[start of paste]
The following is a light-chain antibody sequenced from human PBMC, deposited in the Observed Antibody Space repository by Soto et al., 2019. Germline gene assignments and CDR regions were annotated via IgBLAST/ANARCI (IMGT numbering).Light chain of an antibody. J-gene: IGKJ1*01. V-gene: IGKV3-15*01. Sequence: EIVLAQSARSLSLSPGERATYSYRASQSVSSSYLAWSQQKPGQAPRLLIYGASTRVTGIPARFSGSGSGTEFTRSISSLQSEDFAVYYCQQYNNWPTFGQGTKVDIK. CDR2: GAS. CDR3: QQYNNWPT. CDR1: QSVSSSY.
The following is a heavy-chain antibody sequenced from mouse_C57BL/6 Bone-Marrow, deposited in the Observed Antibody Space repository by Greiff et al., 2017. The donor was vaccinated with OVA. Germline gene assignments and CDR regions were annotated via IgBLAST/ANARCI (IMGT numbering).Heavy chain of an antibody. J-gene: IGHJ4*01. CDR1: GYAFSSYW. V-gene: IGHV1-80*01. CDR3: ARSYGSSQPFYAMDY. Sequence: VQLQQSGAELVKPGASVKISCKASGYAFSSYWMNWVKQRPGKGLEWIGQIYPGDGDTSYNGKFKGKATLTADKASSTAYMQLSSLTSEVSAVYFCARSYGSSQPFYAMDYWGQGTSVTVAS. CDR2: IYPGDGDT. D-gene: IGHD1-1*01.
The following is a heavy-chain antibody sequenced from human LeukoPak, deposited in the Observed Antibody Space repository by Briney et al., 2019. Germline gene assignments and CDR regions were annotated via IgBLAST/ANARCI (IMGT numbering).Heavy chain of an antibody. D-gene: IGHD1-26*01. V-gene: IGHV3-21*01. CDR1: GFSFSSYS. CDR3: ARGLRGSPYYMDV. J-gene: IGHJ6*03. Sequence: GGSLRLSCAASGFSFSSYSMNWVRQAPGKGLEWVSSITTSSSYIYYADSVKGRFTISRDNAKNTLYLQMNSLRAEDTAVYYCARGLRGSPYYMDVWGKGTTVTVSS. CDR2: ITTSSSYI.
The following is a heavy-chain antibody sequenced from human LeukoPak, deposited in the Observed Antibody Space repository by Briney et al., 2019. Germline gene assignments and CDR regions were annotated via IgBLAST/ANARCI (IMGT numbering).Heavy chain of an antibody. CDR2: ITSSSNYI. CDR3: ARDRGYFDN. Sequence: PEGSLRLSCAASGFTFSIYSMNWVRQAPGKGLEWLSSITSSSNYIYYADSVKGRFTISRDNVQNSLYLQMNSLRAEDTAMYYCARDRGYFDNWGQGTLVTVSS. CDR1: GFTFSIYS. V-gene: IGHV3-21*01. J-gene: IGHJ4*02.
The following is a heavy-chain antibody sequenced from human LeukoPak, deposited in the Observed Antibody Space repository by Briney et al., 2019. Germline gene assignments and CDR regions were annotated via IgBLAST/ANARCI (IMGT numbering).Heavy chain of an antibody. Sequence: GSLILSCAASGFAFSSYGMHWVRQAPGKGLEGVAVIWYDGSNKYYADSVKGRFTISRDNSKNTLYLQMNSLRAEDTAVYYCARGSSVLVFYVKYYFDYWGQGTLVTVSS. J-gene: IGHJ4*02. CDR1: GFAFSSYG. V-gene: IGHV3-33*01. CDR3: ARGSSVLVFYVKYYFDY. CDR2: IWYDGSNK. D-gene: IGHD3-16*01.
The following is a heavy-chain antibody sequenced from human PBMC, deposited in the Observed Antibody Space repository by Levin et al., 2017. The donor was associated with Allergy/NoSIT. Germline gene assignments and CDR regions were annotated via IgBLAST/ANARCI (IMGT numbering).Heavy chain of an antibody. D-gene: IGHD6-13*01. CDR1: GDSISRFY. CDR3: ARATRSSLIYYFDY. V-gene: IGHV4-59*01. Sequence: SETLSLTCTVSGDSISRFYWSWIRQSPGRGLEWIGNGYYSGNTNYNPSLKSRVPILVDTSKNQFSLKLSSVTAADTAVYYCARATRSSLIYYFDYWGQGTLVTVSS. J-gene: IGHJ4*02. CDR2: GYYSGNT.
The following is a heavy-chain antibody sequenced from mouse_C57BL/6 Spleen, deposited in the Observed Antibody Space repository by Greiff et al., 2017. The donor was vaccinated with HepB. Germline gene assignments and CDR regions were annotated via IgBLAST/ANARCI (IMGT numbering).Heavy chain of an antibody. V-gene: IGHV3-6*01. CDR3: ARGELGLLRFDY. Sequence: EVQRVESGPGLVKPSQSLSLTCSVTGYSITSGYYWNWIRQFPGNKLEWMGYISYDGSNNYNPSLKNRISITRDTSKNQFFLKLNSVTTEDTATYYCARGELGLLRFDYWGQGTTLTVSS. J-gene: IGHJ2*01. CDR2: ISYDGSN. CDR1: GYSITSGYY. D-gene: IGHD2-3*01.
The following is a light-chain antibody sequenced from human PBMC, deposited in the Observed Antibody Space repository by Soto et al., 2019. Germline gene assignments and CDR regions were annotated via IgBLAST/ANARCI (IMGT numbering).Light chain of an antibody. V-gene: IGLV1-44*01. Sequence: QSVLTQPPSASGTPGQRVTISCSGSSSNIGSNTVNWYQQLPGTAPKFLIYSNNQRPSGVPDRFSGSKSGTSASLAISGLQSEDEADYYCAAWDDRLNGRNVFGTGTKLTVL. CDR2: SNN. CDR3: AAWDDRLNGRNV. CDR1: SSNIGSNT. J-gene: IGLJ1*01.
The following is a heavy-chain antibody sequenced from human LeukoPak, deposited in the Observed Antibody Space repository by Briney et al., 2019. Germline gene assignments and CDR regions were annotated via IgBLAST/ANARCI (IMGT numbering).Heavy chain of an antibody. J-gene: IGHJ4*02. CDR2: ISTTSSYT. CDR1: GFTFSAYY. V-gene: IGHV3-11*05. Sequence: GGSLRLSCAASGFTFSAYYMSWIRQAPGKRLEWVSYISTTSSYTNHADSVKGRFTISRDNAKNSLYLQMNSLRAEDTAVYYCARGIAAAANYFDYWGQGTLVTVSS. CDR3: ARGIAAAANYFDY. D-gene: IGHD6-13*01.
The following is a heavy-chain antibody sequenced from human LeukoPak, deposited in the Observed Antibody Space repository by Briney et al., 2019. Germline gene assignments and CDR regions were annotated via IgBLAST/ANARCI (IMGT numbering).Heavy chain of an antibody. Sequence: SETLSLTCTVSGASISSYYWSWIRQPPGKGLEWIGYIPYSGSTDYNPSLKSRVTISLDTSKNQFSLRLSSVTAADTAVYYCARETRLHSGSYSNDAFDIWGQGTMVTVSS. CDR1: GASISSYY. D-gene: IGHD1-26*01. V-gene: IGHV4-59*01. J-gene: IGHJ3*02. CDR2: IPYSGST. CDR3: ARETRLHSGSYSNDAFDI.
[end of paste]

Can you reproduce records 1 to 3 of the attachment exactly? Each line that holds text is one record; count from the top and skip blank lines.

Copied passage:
The following is a light-chain antibody sequenced from human PBMC, deposited in the Observed Antibody Space repository by Soto et al., 2019. Germline gene assignments and CDR regions were annotated via IgBLAST/ANARCI (IMGT numbering).Light chain of an antibody. J-gene: IGKJ1*01. V-gene: IGKV3-15*01. Sequence: EIVLAQSARSLSLSPGERATYSYRASQSVSSSYLAWSQQKPGQAPRLLIYGASTRVTGIPARFSGSGSGTEFTRSISSLQSEDFAVYYCQQYNNWPTFGQGTKVDIK. CDR2: GAS. CDR3: QQYNNWPT. CDR1: QSVSSSY.
The following is a heavy-chain antibody sequenced from mouse_C57BL/6 Bone-Marrow, deposited in the Observed Antibody Space repository by Greiff et al., 2017. The donor was vaccinated with OVA. Germline gene assignments and CDR regions were annotated via IgBLAST/ANARCI (IMGT numbering).Heavy chain of an antibody. J-gene: IGHJ4*01. CDR1: GYAFSSYW. V-gene: IGHV1-80*01. CDR3: ARSYGSSQPFYAMDY. Sequence: VQLQQSGAELVKPGASVKISCKASGYAFSSYWMNWVKQRPGKGLEWIGQIYPGDGDTSYNGKFKGKATLTADKASSTAYMQLSSLTSEVSAVYFCARSYGSSQPFYAMDYWGQGTSVTVAS. CDR2: IYPGDGDT. D-gene: IGHD1-1*01.
The following is a heavy-chain antibody sequenced from human LeukoPak, deposited in the Observed Antibody Space repository by Briney et al., 2019. Germline gene assignments and CDR regions were annotated via IgBLAST/ANARCI (IMGT numbering).Heavy chain of an antibody. D-gene: IGHD1-26*01. V-gene: IGHV3-21*01. CDR1: GFSFSSYS. CDR3: ARGLRGSPYYMDV. J-gene: IGHJ6*03. Sequence: GGSLRLSCAASGFSFSSYSMNWVRQAPGKGLEWVSSITTSSSYIYYADSVKGRFTISRDNAKNTLYLQMNSLRAEDTAVYYCARGLRGSPYYMDVWGKGTTVTVSS. CDR2: ITTSSSYI.